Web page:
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More and more Cincinnati homicides going unsolved

Trend of finding more killers has reversed
Posted at 6:15 AM, Jan 03, 2020
and last updated 2020-01-03 06:16:13-05

CINCINNATI — Families of Cincinnati murder victims are facing a troubling statistic.

More than half of the homicides committed in the city in 2019 have gone unsolved.

For five straight years – 2014 to 2018 – police had a winning record in closing homicide cases. But now, families like Cameron Franklin’s wonder if they’ll get justice for their loved ones.

And it is a problem statewide.

Franklin was just 14 when he was shot and killed last summer. Months later, the search for a suspect is still on.

"It's a daily thing. You hope that the phone rings and there's an answer," said William Franklin.

Someone gunned down his oldest child last July.

"I don't understand how at night they can just go to sleep like nothing happened," Franklin said.

No arrests have been made.

"We joined this club that nobody wanted to be in," Franklin said.

Police were called to the corner of Storrs and Neave streets in Lower Price Hill shortly before midnight that Saturday. Cameron was pronounced dead on the scene - one of three teens killed days apart. The next day, Cincinnati police announced it would step up enforcement of the city's teen curfew.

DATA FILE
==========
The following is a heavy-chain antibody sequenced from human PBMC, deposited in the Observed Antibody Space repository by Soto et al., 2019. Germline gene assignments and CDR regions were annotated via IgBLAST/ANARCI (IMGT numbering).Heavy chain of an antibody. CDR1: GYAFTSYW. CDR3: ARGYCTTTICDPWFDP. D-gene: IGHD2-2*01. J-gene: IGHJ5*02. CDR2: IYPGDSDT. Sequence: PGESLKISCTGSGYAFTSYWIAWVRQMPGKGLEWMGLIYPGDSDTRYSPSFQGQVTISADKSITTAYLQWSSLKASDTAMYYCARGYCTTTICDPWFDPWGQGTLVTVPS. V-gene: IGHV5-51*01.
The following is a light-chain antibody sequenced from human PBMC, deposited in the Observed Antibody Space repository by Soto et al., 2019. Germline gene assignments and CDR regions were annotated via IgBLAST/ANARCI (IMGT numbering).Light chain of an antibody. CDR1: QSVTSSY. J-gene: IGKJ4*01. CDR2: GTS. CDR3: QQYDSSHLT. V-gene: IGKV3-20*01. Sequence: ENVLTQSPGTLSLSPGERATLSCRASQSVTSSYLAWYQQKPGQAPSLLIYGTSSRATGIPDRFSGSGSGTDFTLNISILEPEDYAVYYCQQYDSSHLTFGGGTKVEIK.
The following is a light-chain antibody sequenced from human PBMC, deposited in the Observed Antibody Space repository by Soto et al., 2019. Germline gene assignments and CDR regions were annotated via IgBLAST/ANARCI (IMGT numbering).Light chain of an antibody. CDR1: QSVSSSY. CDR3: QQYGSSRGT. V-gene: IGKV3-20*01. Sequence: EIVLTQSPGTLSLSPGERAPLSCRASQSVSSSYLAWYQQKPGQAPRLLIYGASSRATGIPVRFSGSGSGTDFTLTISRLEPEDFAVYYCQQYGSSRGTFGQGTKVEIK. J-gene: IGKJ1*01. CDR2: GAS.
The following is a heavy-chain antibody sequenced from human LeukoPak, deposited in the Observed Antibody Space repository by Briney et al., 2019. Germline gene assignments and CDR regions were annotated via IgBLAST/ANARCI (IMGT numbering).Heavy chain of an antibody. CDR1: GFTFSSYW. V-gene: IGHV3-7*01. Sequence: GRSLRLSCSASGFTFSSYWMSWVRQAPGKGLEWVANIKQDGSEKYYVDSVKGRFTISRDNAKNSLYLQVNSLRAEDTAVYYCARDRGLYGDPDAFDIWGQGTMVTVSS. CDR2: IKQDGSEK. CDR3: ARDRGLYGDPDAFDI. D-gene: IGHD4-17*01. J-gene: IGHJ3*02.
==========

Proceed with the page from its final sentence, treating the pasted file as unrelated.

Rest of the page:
"Still not sure why he was down there or what was really going on,” William Franklin said, “but the only one who has the answers are the several group of people who were with him when this happened. Hopefully, one of them are brave enough to come forward and put an end to this."

Police said 55% of last year's homicide cases are still open. Closing a case sometimes take years. Data from 2014 shows 32% of those cases are still open.

Here’s the percentage of homicide cases closed for the past six years:

  • 2019 - 45%
  • 2018 - 59%
  • 2017 - 65%
  • 2016 - 62%
  • 2015 - 70%
  • 2014 - 68%

Crime Stoppers chairman and former UC police chief Gene Ferrara said it's all about someone being willing to come forward. Last year, anonymous tips helped solve 283 crimes, including 15 homicides.

"Scientific trace evidence is very important,” Ferrara said. “In many ways, it's the most important in the sense that it's hard to challenge that. But witness statements are what get police officers a lead to be able to pursue."

"I have faith that something's going to happen soon," William Franklin said.

If you have any information about an unsolved homicide, you can call Crime Stoppers at 513-352-3040, download the P3 Tips app or go on the Crime Stoppers website at